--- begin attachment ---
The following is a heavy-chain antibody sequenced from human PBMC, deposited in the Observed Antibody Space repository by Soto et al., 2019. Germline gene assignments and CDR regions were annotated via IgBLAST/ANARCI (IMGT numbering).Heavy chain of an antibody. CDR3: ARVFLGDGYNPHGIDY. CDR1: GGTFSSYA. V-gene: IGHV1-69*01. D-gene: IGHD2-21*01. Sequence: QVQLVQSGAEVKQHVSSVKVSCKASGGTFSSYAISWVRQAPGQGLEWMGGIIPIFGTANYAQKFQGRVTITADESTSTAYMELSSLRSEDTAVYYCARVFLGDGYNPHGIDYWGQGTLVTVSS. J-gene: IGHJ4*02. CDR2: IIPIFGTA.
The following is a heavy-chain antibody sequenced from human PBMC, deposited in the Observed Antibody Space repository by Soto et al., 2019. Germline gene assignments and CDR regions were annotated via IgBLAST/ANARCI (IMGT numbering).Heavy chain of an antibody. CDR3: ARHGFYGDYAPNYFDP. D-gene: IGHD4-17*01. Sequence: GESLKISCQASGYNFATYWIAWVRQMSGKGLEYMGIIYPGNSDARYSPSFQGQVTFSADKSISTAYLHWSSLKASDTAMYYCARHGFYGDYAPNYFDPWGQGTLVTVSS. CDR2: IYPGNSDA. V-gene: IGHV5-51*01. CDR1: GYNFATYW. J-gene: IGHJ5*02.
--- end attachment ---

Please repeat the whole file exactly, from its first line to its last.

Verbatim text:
The following is a heavy-chain antibody sequenced from human PBMC, deposited in the Observed Antibody Space repository by Soto et al., 2019. Germline gene assignments and CDR regions were annotated via IgBLAST/ANARCI (IMGT numbering).Heavy chain of an antibody. CDR3: ARVFLGDGYNPHGIDY. CDR1: GGTFSSYA. V-gene: IGHV1-69*01. D-gene: IGHD2-21*01. Sequence: QVQLVQSGAEVKQHVSSVKVSCKASGGTFSSYAISWVRQAPGQGLEWMGGIIPIFGTANYAQKFQGRVTITADESTSTAYMELSSLRSEDTAVYYCARVFLGDGYNPHGIDYWGQGTLVTVSS. J-gene: IGHJ4*02. CDR2: IIPIFGTA.
The following is a heavy-chain antibody sequenced from human PBMC, deposited in the Observed Antibody Space repository by Soto et al., 2019. Germline gene assignments and CDR regions were annotated via IgBLAST/ANARCI (IMGT numbering).Heavy chain of an antibody. CDR3: ARHGFYGDYAPNYFDP. D-gene: IGHD4-17*01. Sequence: GESLKISCQASGYNFATYWIAWVRQMSGKGLEYMGIIYPGNSDARYSPSFQGQVTFSADKSISTAYLHWSSLKASDTAMYYCARHGFYGDYAPNYFDPWGQGTLVTVSS. CDR2: IYPGNSDA. V-gene: IGHV5-51*01. CDR1: GYNFATYW. J-gene: IGHJ5*02.